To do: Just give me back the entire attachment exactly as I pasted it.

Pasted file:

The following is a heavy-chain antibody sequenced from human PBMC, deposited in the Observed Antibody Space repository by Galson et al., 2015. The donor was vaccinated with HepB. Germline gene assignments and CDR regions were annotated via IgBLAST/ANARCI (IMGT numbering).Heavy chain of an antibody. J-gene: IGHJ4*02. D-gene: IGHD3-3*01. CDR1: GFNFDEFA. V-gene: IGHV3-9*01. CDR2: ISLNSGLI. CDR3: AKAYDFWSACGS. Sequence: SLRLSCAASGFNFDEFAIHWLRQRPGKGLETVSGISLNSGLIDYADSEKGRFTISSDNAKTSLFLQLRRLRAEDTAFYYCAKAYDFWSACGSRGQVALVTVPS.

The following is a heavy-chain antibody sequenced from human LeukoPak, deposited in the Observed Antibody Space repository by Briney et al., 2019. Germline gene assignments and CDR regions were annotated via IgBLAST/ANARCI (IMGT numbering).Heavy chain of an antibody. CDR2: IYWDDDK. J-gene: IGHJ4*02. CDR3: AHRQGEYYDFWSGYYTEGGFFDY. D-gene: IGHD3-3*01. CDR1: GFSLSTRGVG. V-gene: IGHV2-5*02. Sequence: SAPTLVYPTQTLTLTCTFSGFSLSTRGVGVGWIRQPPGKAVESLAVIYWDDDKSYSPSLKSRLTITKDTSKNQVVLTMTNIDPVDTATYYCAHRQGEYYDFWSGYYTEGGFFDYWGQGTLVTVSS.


The following is a heavy-chain antibody sequenced from human PBMC, deposited in the Observed Antibody Space repository by Galson et al., 2015. The donor was vaccinated with HepB. Germline gene assignments and CDR regions were annotated via IgBLAST/ANARCI (IMGT numbering).Heavy chain of an antibody. J-gene: IGHJ4*02. D-gene: IGHD3-3*01. CDR1: GFNFDEFA. V-gene: IGHV3-9*01. CDR2: ISLNSGLI. CDR3: AKAYDFWSACGS. Sequence: SLRLSCAASGFNFDEFAIHWLRQRPGKGLETVSGISLNSGLIDYADSEKGRFTISSDNAKTSLFLQLRRLRAEDTAFYYCAKAYDFWSACGSRGQVALVTVPS.

The following is a heavy-chain antibody sequenced from human LeukoPak, deposited in the Observed Antibody Space repository by Briney et al., 2019. Germline gene assignments and CDR regions were annotated via IgBLAST/ANARCI (IMGT numbering).Heavy chain of an antibody. CDR2: IYWDDDK. J-gene: IGHJ4*02. CDR3: AHRQGEYYDFWSGYYTEGGFFDY. D-gene: IGHD3-3*01. CDR1: GFSLSTRGVG. V-gene: IGHV2-5*02. Sequence: SAPTLVYPTQTLTLTCTFSGFSLSTRGVGVGWIRQPPGKAVESLAVIYWDDDKSYSPSLKSRLTITKDTSKNQVVLTMTNIDPVDTATYYCAHRQGEYYDFWSGYYTEGGFFDYWGQGTLVTVSS.